Oh, well, you say, c’est la guerre. This is the way of things, and it’s not Ukraine or Israel or Gaza. But the South must wake from its multibillion-dollar trance and realize that while growth creates, it also destroys whatever stands in its way.
Camden is still a horsy town with a healthy porch culture, but for how much longer? The 385-acre Camden Training Center is being offered for sale, and one proposal circulating features 800 homes on 200 of those acres. The owner of the property — once owned by Marion duPont Scott, revered horsewoman and wife of actor Randolph Scott — certainly has a right to sell. But a coterie of preservation-minded citizens and “horse people” are hoping for something more creative and, preferably, equine-related.
The battle is on. Small, perhaps, in the scheme of things, but symbolic of all that might be lost to the gods of growth for its own sake and their enablers in banks and city and county governments across the Southeast. The most important challenge now is to manage responsible growth while preserving the integrity of the environment, our history and one thing you can’t buy back once it has sold: quality of life.
The Southeast is at a critical juncture concerning its future. You can see it, feel it, hear it and smell it. Shrugging in resignation at things you think you can’t control isn’t an option. If we don’t control the growth now, we might lose our last chance. Like kudzu, unbridled growth consumes everything in its path.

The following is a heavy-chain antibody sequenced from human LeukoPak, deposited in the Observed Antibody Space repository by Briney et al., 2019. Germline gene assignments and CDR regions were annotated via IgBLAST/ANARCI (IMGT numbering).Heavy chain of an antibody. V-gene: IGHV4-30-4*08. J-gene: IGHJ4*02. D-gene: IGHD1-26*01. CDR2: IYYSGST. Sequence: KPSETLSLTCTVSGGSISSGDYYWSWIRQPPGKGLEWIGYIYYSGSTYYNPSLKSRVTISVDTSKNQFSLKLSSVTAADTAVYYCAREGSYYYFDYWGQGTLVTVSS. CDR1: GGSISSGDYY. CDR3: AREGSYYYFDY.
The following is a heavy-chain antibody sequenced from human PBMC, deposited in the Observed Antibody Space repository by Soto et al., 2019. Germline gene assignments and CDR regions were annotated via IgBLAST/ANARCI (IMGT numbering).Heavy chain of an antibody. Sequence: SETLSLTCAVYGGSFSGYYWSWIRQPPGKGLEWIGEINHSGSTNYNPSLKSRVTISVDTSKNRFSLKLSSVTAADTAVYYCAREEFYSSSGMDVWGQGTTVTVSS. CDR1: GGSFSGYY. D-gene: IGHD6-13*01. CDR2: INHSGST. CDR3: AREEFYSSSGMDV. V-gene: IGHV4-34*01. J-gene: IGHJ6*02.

For now, might we politely suggest that some of you migratory birds wing it westward? California housing prices are dropping, I hear, and the heat there, if you don’t mind wrinkles, is gloriously dry.
Camden High School football coach Brian Rimpf won his 100th career game as coach last week, with 58 coming with the Bulldogs. Rimpf is just the third head coach at Camden since 1972.He spoke to The State and reflected on his time at Camden, his signature beard and long hair, as well as three-year career in the NFL with the Baltimore Ravens.The high school football season has three weeks left in the regular season. Here’s a Q&A with Rimpf, along with this week’s schedule and the top games to watch.Lou B...
Camden High School football coach Brian Rimpf won his 100th career game as coach last week, with 58 coming with the Bulldogs. Rimpf is just the third head coach at Camden since 1972.
He spoke to The State and reflected on his time at Camden, his signature beard and long hair, as well as three-year career in the NFL with the Baltimore Ravens.